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ARS Home » Northeast Area » Boston, Massachusetts » Jean Mayer Human Nutrition Research Center On Aging » Research » Publications at this Location » Publication #344208

Research Project: Nutrition, Brain, and Aging

Location: Jean Mayer Human Nutrition Research Center On Aging

Title: The relationship between berry polyphenols, inflammation, and cognitive function in older adults

Author
item Shukitt-hale, Barbara
item Miller, Marshall
item Sandhu, Amandeep - ILLINOIS INSTITUTE OF TECHNOLOGY
item Fisher, Derek
item Scott, Tammy - JEAN MAYER HUMAN NUTRITION RESEARCH CENTER ON AGING AT TUFTS UNIVERSITY
item Burton-freeman, Britt - ILLINOIS INSTITUTE OF TECHNOLOGY

Submitted to: Meeting Abstract
Publication Type: Abstract Only
Publication Acceptance Date: 8/8/2017
Publication Date: 10/3/2017
Citation: Shukitt Hale, B., Miller, M.G., Sandhu, A.K., Fisher, D.R., Scott, T.M., Burton-Freeman, B. 2017. The relationship between berry polyphenols, inflammation, and cognitive function in older adults [abstract]. E:\Papers\174-TopR-118.pdf.

Interpretive Summary:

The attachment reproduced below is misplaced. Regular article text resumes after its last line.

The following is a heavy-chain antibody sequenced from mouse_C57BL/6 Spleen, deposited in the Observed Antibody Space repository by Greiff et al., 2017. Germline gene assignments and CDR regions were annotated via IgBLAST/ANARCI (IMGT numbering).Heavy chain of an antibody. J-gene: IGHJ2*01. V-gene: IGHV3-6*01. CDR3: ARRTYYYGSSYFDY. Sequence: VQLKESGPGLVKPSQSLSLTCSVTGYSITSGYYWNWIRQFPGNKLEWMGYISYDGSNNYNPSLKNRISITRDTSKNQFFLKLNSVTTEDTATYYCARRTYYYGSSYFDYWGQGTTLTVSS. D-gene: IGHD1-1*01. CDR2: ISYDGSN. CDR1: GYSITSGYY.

Technical Abstract: Abstract Cognitive function changes with age, with specific deficits typically arising in processing speed, executive function, memory, and spatial learning. These functional declines may be caused by long-term increases in and susceptibility to oxidative stress and inflammation. Strawberries and blueberries, which are high in polyphenols with antioxidant and anti-inflammatory properties, can prevent and even reverse age-related neuronal deficits in animal models of aging. In recent double-blind, placebo-controlled clinical studies conducted by our laboratory, healthy older adults (ages 60-75) consumed 24g of freeze-dried berry fruit (equivalent to 1 cup blueberries or 2 cups strawberries) per day, or a placebo powder for 90 days. Participants completed a battery of cognitive tests at baseline, 45 and 90 days following intervention. Berry polyphenols and their metabolites, such as anthocyanins, urolithins and phenolic acids, including their conjugates were measured in plasma at fasting and 2-hour postprandially on each test day. Regression analysis showed that changes in circulating levels of specific phenolic compounds were correlated with the observed changes in cognition. Specifically, participants in the blueberry group showed enhanced executive function as evidenced by significantly fewer repetition errors in the California Verbal Learning Test (CVLT-II; p = 0.031) and reduced switch cost on a task switching test (p = 0.033) across study visits, relative to controls. Participants in the strawberry group showed enhanced learning and memory as evidenced by significantly improved probe trial performance in a virtual water maze during the midpoint visit (p = 0.020) and improved word recognition in the CVLT (p = 0.014). Therefore, dietary interventions with polyphenol-rich berry fruit may be one strategy to forestall age-related neuronal deficits and preserve cognitive function.